Pages: 408 / Published by: Vintage / Buy Here
The Mortmain Family is living in an old castle but what may sound as the perfect beginning to a magical story is actually the result of poverty. After his groundbreaking first novel, Mortimer Mortmain has never written anything again. So his second wife Topaz and his three children are living in a desolate state. When the castle’s owner dies, his grandsons come over from America to take over and the two girls Rose and Cassandra see marriage as the only chance to survive.
Cassandra loves living in the old castle her family is renting. She sees the signs of poverty – the selling of their furnitue, their lack of clothes and the need to have a bath in the kitchen – through a romantic lense. She has the same imaginative and creative mind as her father and uses the atmosphere to her advantage. The story is told through her diary which she uses as a practice for writing.
How strange memory is! When I close my eyes, I see three different castles – onein the sunset light of the first evening, one all fresh and clean as in our early days here, one as it is now.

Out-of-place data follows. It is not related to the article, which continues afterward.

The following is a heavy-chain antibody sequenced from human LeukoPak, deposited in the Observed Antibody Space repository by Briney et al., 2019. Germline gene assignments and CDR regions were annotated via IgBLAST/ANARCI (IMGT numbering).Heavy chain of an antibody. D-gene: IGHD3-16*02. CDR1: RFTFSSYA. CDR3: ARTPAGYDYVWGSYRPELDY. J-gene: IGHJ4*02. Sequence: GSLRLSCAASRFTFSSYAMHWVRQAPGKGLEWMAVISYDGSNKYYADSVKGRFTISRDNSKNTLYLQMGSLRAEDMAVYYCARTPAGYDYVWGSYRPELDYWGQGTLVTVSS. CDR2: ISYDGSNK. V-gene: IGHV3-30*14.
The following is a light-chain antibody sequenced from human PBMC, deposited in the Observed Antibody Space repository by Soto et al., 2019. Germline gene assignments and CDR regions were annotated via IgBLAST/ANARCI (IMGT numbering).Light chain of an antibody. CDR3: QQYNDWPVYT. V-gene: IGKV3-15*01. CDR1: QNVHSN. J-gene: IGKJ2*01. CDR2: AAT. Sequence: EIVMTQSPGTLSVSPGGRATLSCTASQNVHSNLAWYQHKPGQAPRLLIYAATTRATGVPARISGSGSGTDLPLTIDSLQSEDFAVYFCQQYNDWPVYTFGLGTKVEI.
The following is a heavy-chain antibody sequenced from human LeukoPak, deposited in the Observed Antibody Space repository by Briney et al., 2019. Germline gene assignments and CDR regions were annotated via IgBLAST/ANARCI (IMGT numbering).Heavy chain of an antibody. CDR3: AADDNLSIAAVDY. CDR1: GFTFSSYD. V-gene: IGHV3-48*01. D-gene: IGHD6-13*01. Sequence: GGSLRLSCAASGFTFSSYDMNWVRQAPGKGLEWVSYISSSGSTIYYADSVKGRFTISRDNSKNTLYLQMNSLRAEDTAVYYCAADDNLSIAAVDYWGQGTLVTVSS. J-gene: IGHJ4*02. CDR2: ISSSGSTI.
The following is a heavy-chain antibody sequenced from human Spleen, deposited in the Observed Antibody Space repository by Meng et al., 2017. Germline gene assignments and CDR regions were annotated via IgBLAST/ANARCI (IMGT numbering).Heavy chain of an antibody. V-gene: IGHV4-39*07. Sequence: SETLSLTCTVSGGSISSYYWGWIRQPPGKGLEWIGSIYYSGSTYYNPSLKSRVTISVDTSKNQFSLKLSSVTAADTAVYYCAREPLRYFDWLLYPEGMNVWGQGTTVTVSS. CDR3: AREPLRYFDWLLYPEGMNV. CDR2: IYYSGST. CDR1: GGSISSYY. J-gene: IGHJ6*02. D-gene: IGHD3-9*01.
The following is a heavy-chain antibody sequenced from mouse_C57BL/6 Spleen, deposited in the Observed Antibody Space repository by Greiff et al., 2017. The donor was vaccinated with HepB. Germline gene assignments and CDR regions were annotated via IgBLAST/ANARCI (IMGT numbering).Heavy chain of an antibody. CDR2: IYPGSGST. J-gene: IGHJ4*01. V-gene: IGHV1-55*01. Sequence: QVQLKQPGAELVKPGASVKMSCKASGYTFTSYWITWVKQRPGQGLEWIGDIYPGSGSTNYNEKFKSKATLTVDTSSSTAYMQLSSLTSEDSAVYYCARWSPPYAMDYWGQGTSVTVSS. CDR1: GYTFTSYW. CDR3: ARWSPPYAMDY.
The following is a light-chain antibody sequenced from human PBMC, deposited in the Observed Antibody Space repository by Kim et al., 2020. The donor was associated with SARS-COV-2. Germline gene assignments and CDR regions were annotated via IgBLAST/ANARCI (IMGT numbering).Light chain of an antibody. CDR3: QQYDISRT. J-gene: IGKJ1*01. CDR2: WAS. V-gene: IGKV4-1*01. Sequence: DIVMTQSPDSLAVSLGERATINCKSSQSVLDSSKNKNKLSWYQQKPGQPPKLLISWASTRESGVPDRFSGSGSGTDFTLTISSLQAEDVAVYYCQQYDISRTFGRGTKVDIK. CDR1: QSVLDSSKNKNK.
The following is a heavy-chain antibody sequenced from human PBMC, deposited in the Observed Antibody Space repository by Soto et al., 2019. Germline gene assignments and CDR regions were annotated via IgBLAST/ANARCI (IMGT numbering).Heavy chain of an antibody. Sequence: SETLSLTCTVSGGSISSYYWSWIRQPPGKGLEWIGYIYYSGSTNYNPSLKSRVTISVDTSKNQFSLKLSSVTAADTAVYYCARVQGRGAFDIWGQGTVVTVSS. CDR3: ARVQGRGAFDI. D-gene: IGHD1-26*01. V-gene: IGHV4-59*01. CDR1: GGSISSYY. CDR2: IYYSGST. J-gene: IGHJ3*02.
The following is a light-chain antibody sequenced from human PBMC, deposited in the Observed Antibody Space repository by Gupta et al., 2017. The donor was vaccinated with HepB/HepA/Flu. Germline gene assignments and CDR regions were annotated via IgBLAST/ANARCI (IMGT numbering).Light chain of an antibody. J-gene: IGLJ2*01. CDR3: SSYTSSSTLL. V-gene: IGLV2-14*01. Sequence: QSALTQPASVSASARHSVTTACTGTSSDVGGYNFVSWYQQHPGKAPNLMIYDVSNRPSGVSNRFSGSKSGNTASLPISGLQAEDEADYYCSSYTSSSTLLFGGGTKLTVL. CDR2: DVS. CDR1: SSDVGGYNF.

Cassandra is yet a child and feels slightly embarassed by the feelings her friend Stephen seems to have for her. She rather likes to run around the estate and to hide in barns with her dog and cat where she writes down her experiences.
But words are very inadequate – anyway, my words are. Could anyone reading the picture our kitchen by firelight, or Belmotte Tower rising onwards the moon-silvered clouds, or Stephen managing to look both noble and humble? (It was most unfair of me to say he looks a fraction daft.) When I read a book, I put in all the imagination I can, so that it is almost like writing the book as well as reading it – or rather, it is like living it.
When Simon and Neil, the heirs to the castle, arrive and start visiting the family it is Rose who sees it as her duty to win Simon over for the good of them all. Unlike Cassandra, she is appaled by their poverty and she is in accordance with the time’s thinking that a young woman’s only task is to get married and have a family of her own.
I Capture the Castle is the tale of one hot summer full of love. The two Mortmain girls are thrust into contact with the outside world and are supposed to find their place in it. Cassandra, stuck in that awkward and confusing time between childhood and adolescence is bombarded with feelings and the problems these can entail for everyone involved.
While I liked the story and characters, I cannot understand how it became to be considered such a classic. I recognize that it is well written – especially when it discusses the topic of memory and writing itself – but the story itself is not much more than any other young adult romance out there today only set in an earlier time.